Hyper-V virtual switch creation woes

man rubbing his temples in frustration

High-end laptop hardware does not approach enterprise-grade server quality. That’s my takeaway.

I’ve been wrangling with Hyper-V on a very nice ultrabook that has 32GB of RAM and a Core i7 processor (quad-core). Highly portable and useful for running multiple VMs, which indeed was the idea.

This ultrabook is also now sporting the 2004 release of Windows 10. Security-obsessed folks like me have taken a keen interest in the application sandbox features.

Since sandboxing is all about virtualisation, it made sense, I reasoned, to use Hyper-V rather than any other virtualisation platform. It’s native to Windows and this way there should be fewer potential conflicts between hypervisors.

And it was all going well until I attempted to create an “external” (bridged) switch. The creation process failed with the following unhelpful Virtual Switch Manager errors:

  • “Adding ports to the switch ‘[switch name]‘ failed. The operation failed because the object was not found.”
  • “Failed while adding virtual Ethernet switch connections. Ethernet port ‘{[insert long GUID here]}’ bind failed: Cannot create a file when that file already exists. (0x800700B7).”

Worse than that, whatever process had partially completed could not easily be reversed – clicking ‘cancel’ did not back out any changes. Rather, it left my laptop with networking utterly ruined.

I confirmed this by repeated attempts to create a vSwitch, following resetting the network stack and removing/reinstalling Hyper-V. Same results every time. If you find yourself in this mess, utter the incantation “netcfg -d” at an elevated command prompt and reboot. (You may also need to remove and re-add WAN miniport devices as described here, since this process can break existing L2TP VPN connections.)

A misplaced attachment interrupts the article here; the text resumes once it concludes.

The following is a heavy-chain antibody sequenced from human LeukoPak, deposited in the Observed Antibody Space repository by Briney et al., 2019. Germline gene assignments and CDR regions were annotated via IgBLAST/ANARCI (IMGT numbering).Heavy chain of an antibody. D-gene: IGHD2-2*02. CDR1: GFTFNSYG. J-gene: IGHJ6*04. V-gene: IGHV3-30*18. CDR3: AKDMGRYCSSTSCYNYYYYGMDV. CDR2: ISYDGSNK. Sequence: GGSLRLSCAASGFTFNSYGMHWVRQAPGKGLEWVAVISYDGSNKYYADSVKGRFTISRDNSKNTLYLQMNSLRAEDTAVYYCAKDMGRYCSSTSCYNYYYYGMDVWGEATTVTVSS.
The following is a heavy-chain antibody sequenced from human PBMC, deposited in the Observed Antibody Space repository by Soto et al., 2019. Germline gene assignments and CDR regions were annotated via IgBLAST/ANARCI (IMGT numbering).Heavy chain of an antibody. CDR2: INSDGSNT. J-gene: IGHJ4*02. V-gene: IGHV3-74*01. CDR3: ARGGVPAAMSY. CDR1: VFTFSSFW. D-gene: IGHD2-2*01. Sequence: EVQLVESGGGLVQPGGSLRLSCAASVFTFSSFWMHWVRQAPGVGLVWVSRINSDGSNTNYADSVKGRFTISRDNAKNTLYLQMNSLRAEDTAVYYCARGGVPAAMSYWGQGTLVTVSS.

Is there a way to fix this problem? I believe not, at present. It’s almost certainly connected to the attempted use of a WiFi adapter which Hyper-V can’t always support. My adapter is an Intel Wi-Fi 6 AX200, FWIW. No matter how expensive the laptop, you can’t assume that the hardware will provide across-the-board support for virtualisation. For that, you really need a decent-quality server-grade NIC.

All is not lost. Although it’s not possible to bridge the Wi-Fi adapter, the default network (which offers NAT) works fine. And internal virtual networks (which aren’t hardware bound) are also unaffected. Granted, this means you can’t route externally into your VMs, but that’s not the end of the world, particularly if you’re au fait with port forwarding (read also the comments at that link).

(Yes, you could also use an external network interface for this, though that reduces your laptop’s portability of course. Quality matters for that too – YMMV.)

If you have cracked this problem or can provide any further thoughts or guidance, please do let me know in the comments!

This article’s featured photo by Siavash Ghanbari on Unsplash